Skip to main content

Verified by Psychology Today


4 Types of Weight Stigma That Pregnant Women Experience

A survey of pregnant women and four types of weight stigma.

Key points

  • Pregnancy is a challenging time when women must cope with rapid changes to their bodies.
  • Yet, most pregnant women experience weight stigma, typically from close others.
  • Researchers surveyed pregnant women and found four types of weight stigma from loved ones.
  • Given its negative consequences, future research should find ways to combat weight stigma during pregnancy.

Pregnancy is a challenging time when women must cope with rapid changes to their bodies. Yet, most pregnant women experience weight stigma, or shaming from others regarding their weight. Aside from causing mental distress, these criticisms may negatively affect women’s physical health, for instance, by causing disordered eating or avoidance of healthcare settings.

Unfortunately, pregnant women most often experience weight stigma from close others, which may be especially harmful. A recent review found that weight stigma from romantic partners predicts poor relationship quality, body dissatisfaction, and disordered eating.

Given the important role of close others in pregnancy, researchers conducted a mixed methods (quantitative and qualitative) study examining the experiences of weight stigma among pregnant and postpartum women. They hypothesized that women who were obese before pregnancy would be more likely to report weight stigma from loved ones.

The researchers recruited 501 pregnant or postpartum women for their research through flyers posted on social media and in Los Angeles. About one-third (157) of the women reported weight stigma from close others (friends, family, partner) and were thus included in the analysis. Of these, the most common sources of weight stigma were immediate family (66 percent), friends (44 percent), extended family (39 percent), and romantic partners (30 percent). These women were similar in demographics to those who did not report weight stigma from close others. Most participants were White (78 percent) and of higher socioeconomic status.

Participants indicated sources of weight stigma and gave examples of the comments they received through an online survey. The researchers then used thematic analysis to code the comments. They found four main types of weight stigma experienced by pregnant or post-partum women:

1. Comparison to pregnancy beauty ideals

Women were compared to ideal pregnant or postpartum bodies by their close others. Some women were made to feel that they were too large (p. 300): “My MIL [mother-in-law] said something to the effect of, ‘Since you were so tiny and petite I didn’t expect you to carry so wide. I thought you’d carry more in front and not so wide.’ I am sure she didn’t mean anything, but it made me feel self-conscious anyway.” Other women were criticized for being too small (p. 300): “They have told me ‘shouldn’t you be bigger than you are? You are not showing enough.’” In addition, 15 percent of women reported being encouraged to lose weight quickly post-pregnancy.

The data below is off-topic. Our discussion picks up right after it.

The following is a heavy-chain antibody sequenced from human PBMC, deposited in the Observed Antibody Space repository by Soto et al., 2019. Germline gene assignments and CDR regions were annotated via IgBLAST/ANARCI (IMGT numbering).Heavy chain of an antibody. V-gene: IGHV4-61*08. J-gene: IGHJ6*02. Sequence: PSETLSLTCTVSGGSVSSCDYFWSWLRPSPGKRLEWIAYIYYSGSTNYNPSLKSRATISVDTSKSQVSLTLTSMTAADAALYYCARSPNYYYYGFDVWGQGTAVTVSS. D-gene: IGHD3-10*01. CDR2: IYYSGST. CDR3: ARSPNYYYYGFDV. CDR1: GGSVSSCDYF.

2. Lifestyle-related criticisms

Women were criticized for their lifestyles, including weight gain (26 percent), eating behaviors (19 percent), or exercise behaviors. A participant provided the following example (p.300): “Dad always calling me fat and lazy while I breastfeed.”

3. Health-related criticisms

Women reported criticisms regarding their health (15 percent) or less often, the health of their unborn baby (5 percent). For instance, one woman wrote (p.300): “Mother-in-law implied I would be putting my baby at risk by being overweight.”

4. Comments causing insecurity

Women also reported comments that caused various forms of insecurities (13 percent). One woman stated (p. 300): “Mom always commenting on how much I’ve gained or how big I am. Makes me feel bad.” Another woman wrote (p. 301): “My grandmother would tell me I am too thin for how far along I was every chance she got. She made me feel as though I wasn’t providing enough nutrition to my child.”

In contrast to their expectations, the researchers found that weight stigma from close others did not vary based on women’s pre-pregnancy BMI. Therefore, women of all body types are susceptible to pregnancy weight stigma from loved ones. Given the negative effects of such stigma, the researchers suggest that techniques should be developed and administered to minimize weight stigma from close others during pregnancy. In addition, future research might investigate sources of social support that may help pregnant women cope with weight stigma.


Nagpal, T. S., Nippert, K. E., Velletri, M., Tomiyama, A. J., & Incollingo Rodriguez, A. C. (2023). Close relationships as sources of pregnancy-related weight stigma for expecting and new mothers. International Journal of Behavioral Medicine, 30(2), 297-303.

More from Karen Wu Ph.D.
More from Psychology Today